Mortgages are not easy to get hold of and yes many properties are over-valued in certain areas.

Surveyors do have a better idea of house values than EA's has all we do is give an appraisal of what we believe is a fair price although has I have stated before some/many vendors have re-mortgaged and need to sell at certain prices which are usually not achieveable, but for an EA to gain the instruction they will put it on the market at the vendor's asking price.

I've done this on the odd occassion in a bid to increase the number on my books, but it has a negative effect if it is over-valued too much especially with you guys on here :o

I now refuse to take on the instruction. I mean what is the point? You only get sales falling through which you have put lots of time and effort in to.

Quite a lot of my landlords are keen to sell, but my valuation of most of them are short of their outstanding mortgages.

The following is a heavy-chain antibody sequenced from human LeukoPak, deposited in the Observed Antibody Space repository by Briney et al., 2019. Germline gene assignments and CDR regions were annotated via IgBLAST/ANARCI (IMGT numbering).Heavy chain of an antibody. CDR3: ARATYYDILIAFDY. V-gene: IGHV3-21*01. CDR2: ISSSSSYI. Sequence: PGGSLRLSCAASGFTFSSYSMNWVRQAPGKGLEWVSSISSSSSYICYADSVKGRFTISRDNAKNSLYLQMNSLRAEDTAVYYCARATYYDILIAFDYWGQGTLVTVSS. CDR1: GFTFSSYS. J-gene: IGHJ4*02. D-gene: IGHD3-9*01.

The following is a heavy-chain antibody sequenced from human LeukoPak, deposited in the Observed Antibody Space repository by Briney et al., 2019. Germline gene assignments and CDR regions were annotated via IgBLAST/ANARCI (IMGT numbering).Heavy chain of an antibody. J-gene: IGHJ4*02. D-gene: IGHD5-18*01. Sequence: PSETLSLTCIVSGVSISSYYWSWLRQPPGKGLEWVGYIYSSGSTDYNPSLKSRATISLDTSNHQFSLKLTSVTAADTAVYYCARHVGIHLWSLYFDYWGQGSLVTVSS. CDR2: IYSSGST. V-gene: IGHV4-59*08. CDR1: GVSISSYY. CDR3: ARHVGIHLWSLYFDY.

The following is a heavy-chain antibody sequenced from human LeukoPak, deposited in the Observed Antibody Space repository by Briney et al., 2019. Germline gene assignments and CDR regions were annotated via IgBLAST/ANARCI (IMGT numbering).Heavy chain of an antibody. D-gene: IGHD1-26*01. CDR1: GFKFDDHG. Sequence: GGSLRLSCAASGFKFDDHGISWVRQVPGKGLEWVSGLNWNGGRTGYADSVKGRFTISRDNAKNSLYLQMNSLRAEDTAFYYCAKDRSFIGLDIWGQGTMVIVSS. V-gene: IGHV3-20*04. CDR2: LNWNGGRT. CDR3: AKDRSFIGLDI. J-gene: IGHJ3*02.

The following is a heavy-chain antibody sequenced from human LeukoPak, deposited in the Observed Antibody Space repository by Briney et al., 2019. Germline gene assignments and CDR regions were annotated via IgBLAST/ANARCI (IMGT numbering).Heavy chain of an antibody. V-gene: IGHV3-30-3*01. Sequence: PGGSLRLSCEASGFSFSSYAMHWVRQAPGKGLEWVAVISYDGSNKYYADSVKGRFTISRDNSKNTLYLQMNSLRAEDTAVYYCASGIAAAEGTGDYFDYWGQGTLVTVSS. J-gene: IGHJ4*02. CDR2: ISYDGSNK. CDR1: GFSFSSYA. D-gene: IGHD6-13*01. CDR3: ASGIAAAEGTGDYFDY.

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At the risk of being pedantic, EAs do not 'value' properties in the legal sense of the word. The provide a market appraisal, which is simply a figure where the property should be pitched at to invite bids. It is up to the buyer and their lenders valuer to satisfy themselves that any agreed figure is able to be substantiated by other comparable evidence in the market.

The EA acts for the seller, the mortgage valuer is supposed to be there as a safety net for the lender, and by association the buyer.